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. Last Updated: 07/27/2016

Izvestia Editor Concedes Defeat

Igor Golembiovsky, the beleaguered editor of the influential Izvestia daily, admitted Thursday that he has lost his months-long struggle for control of the paper.

Appearing tired and disappointed, Golembiovsky, 61, said at a press-conference that he would not take part in elections for a new chief editor on terms imposed by LUKOIL and Uneximbank, two investors who have taken control of the Izvestia board away from the paper's journalists.

"It is pointless," the outgoing editor said sadly. "They openly say that no matter how the vote will go, I will not be appointed anyhow." He is also sure that none of his key supporters will be picked by the board.

Despite assurance made during the takeover battle that journalists would retain editorial control, last week the new board controlled by LUKOIL and Uneximbank decided that electing an editor was largely the board's prerogative. The election is due July 18.

Golembiovsky said he would also relinquish his seat on the board, one of two seats on the seven-member board still held by journalists. His plans for the future are uncertain.

"I have been [with Izvestia] for 31 years. That is practically all of my life," said Golembiovsky. He was born in Georgia and started his journalistic career in 1958 working for a local newspaper, Young Stalinist. After a brief spell with the ideological department of the Central Committee of the Young Communist League in the 1960s, he has spent the rest of his life working for Izvestia. Journalists elected him editor during the August 1991 coup when they broke with the state and formed an independent paper.

While most newspapers in the West are owned by outside shareholders who appoint an editor, Golembiovsky has fought to keep journalists in charge of the paper, arguing that control by large corporations with ties to the government threatens press freedom.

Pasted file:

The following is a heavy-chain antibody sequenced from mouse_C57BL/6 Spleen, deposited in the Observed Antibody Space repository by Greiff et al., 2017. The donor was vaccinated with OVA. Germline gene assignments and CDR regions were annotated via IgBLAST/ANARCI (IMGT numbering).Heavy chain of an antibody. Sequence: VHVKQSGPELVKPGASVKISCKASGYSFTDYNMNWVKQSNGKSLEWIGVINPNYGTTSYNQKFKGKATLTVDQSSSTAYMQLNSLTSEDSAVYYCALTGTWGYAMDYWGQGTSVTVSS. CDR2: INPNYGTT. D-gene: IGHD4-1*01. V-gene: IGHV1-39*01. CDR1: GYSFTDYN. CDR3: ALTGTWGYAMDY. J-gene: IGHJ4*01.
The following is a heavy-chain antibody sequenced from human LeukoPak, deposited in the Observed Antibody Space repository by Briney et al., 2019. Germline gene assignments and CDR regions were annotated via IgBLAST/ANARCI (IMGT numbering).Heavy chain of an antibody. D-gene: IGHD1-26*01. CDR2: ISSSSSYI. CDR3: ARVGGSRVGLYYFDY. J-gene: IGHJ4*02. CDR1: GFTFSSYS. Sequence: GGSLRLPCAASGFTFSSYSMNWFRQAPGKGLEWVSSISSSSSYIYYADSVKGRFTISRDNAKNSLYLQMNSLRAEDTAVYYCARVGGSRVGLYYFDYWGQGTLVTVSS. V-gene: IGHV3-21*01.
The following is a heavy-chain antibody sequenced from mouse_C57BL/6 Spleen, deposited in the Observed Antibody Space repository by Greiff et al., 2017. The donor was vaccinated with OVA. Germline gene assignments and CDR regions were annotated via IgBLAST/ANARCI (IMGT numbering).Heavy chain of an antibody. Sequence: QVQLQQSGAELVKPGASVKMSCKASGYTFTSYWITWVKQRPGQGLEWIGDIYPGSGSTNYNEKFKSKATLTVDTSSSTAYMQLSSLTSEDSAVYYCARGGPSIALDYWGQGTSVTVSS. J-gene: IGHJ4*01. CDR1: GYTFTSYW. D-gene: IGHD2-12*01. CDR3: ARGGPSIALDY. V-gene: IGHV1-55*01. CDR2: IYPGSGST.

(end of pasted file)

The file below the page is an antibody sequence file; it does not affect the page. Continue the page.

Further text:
"The mass media is supposed to protect society from the power of the authorities. In my view, there is a growing tendency for the mass media to defend the authorities from society," he said.

Yet Golembiovsky admitted that he had bungled a complicated takeover battle that has been raging at the paper. Golembiovsky explained how he had tried to keep control of the 51 percent of stock that had been distributed to workers during the privatization process, using the paper's "moderate" profits to buy stocks from the employees. But when the price of one share grew from 2 rubles to 5700, Golembiovsky's group had to admit defeat.

"Maybe we should have risked, taken a loan and attempted to buy stocks on our own, but that was quite a risky business, because profits were quite moderate," he said.

Golembiovsky said it was he who had brought in LUKOIL as a strategic investor, believing the oil company would give journalists a free hand.

But LUKOIL and Izvestia's editorial management fell out after the paper published a re-print from the French newspaper Le Monde alleging that Prime Minister Viktor Chernomyrdin's personal wealth was $5 billion.

The article, which was based on flimsy evidence, was seen as a sign of Golembiovsky's partisan support for the liberal free-market wing of the government.

But Golembiovsky said he did not regret the decision and said his corporate masters would have found another pretext for a takeover. "It would have happened with some other publication," he said. "In order for the conflict not to have happened, we would have had to change much in the policy of the newspaper."